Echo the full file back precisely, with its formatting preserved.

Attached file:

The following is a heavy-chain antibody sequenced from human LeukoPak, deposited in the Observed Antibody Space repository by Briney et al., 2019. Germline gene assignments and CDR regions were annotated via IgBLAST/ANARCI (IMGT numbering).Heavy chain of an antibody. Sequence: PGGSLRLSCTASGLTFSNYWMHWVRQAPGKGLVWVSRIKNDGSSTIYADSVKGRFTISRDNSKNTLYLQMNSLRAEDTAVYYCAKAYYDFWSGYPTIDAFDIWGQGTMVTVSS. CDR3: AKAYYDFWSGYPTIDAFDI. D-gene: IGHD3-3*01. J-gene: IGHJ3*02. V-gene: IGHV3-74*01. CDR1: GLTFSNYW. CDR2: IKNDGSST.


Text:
The following is a heavy-chain antibody sequenced from human LeukoPak, deposited in the Observed Antibody Space repository by Briney et al., 2019. Germline gene assignments and CDR regions were annotated via IgBLAST/ANARCI (IMGT numbering).Heavy chain of an antibody. Sequence: PGGSLRLSCTASGLTFSNYWMHWVRQAPGKGLVWVSRIKNDGSSTIYADSVKGRFTISRDNSKNTLYLQMNSLRAEDTAVYYCAKAYYDFWSGYPTIDAFDIWGQGTMVTVSS. CDR3: AKAYYDFWSGYPTIDAFDI. D-gene: IGHD3-3*01. J-gene: IGHJ3*02. V-gene: IGHV3-74*01. CDR1: GLTFSNYW. CDR2: IKNDGSST.